60-Second Science

Telecommuters Work Longer Hours Than Office-Goers

Census stats show that people who work at home at least some of the time put in more hours each week than those who stay at the office. Karen Hopkin reports

When I say “telecommuting,” do you picture yourself easing into the workday in a pair of fuzzy slippers? Well, so does your boss. But the reality is, you’re both dreaming. Because a new study shows that folks who work at home at least some of the time put in more hours than those who stay at the office. That’s according to work published in the journal Monthly Labor Review. [Mary C. Noonan and Jennifer L. Glass, The hard truth about telecommuting]

Telecommuting for a portion of the workweek certain has its appeal. Avoiding the time and cost involved in commuting and presumably having a more flexible schedule and a better work-life balance are all potential pluses. But are employees really able to take advantage of such work-at-home perks?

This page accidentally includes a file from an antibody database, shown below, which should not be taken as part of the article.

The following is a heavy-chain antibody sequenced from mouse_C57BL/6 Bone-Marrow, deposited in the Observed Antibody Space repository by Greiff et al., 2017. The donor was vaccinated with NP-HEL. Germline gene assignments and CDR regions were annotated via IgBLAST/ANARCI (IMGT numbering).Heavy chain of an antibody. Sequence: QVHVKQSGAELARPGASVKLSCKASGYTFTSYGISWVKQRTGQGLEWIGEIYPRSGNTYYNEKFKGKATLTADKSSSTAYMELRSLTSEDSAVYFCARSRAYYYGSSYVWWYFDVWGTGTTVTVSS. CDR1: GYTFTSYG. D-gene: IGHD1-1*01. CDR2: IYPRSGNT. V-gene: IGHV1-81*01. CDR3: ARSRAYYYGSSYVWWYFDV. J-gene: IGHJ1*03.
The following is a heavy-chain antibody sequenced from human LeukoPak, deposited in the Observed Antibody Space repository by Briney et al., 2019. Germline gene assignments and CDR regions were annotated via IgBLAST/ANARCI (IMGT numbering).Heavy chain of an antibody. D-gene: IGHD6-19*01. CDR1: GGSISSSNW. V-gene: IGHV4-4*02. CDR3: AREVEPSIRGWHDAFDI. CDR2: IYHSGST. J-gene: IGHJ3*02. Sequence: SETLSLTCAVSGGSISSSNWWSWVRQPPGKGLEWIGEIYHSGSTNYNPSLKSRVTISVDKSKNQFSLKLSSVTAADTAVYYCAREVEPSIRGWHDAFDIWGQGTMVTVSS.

Researchers took advantage of labor information from census bureau surveys and were surprised by what they found. First off, the proportion of people who work remotely remained unchanged from the mid-’90s to the mid-2000s the most recent data available. Second, those who do telecommute are more likely to work overtime, an additional 5 to 7 hours on top of the standard 40.

Which means that people who work from the comfort of home are not slackers in slippers. They’re more likely tech-savvy self-starters—who don’t know when to stop.

—Karen Hopkin

[The above text is a transcript of this podcast.]

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